You’d think after all this ovarian stimulation, my body might get a day off. Sadly, the oncologist I met in the morning had other ideas. My ovaries may have been swollen with eggs today for baby-making brilliance but, as of tomorrow morning, they’re going to be shut down completely until August (part of fertility back-up plan part two). Tomorrow morning, a lovely nurse at the hospital will be popping an implant under my tummy skin to release a drug called Zoladex. This clever drug (released over the next four weeks, after which I will need another implant) is designed to send me into a fake menopause. Chemotherapy can’t kill something it thinks is already dead. While I can’t say going through the menopause twice (first time at 32 at the same time as chemo) is particularly attractive (just imagine the combined side effects), if someone gives you the chance to protect you’re ovaries, you’ve got to take it. I will be well-versed in hot flushes when the menopause happens for real, that’s for sure.

As well as putting my body through five Zoladex implants, there was one further drug-related revelation in oncology. It seems that because of the fact the cancer had spread beyond the breast and into tissue surrounding the lymph nodes, I will be taking the anti-oestrogen drug for 10 years rather than five. This means that the end of treatment will be 2024 at the earliest! The good news? We should be able to come off it to try for children before the 10 years is up. Sounds a bit like extreme family planning to me.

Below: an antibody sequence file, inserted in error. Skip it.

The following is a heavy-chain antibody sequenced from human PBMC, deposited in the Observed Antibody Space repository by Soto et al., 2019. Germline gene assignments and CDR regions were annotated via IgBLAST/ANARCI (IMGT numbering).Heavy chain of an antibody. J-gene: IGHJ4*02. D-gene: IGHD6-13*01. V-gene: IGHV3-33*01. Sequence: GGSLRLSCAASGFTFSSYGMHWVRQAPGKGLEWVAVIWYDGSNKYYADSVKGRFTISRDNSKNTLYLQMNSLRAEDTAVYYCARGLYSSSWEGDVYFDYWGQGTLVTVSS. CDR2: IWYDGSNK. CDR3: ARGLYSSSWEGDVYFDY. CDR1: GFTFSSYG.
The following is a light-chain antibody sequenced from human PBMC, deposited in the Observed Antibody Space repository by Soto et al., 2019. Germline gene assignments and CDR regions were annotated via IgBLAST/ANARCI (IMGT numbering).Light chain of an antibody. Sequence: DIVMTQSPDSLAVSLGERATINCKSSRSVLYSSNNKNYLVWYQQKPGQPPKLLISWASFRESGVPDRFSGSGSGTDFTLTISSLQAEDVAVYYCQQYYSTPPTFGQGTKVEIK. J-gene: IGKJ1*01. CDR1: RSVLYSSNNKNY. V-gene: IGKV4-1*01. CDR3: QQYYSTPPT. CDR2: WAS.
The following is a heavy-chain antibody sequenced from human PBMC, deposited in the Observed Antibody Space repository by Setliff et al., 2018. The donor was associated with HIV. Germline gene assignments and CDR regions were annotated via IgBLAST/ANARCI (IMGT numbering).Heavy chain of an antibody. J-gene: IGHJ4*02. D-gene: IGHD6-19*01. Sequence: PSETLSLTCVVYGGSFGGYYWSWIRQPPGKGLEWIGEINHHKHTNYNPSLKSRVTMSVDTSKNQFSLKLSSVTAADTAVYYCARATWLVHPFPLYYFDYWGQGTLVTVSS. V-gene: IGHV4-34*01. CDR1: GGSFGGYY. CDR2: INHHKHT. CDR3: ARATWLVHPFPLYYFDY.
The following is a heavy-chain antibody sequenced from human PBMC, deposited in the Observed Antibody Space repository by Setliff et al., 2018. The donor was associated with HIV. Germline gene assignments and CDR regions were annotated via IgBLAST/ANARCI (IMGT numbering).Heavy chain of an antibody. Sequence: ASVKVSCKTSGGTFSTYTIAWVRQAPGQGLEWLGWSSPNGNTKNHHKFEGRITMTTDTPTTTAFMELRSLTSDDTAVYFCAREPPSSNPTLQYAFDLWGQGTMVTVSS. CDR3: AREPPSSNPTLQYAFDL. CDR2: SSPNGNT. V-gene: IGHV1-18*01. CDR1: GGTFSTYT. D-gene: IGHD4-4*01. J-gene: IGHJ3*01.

With the eggs out, the countdown to chemo is now on. April 2 is D-day (or destruction day) and 31 March the day when the PICC line goes in (meaning four months without blood test needles). Stage three is in sight at last.

So, let’s hope we get those embryos in the freezer and let’s hope cancer doesn’t take another chunk out of my femininity. Having taken my boob, it’s already got its eyes on my hair!

Breast cancer lesson number 40: Cancer treatment is like a punishing endurance challenge. Savour those checkpoints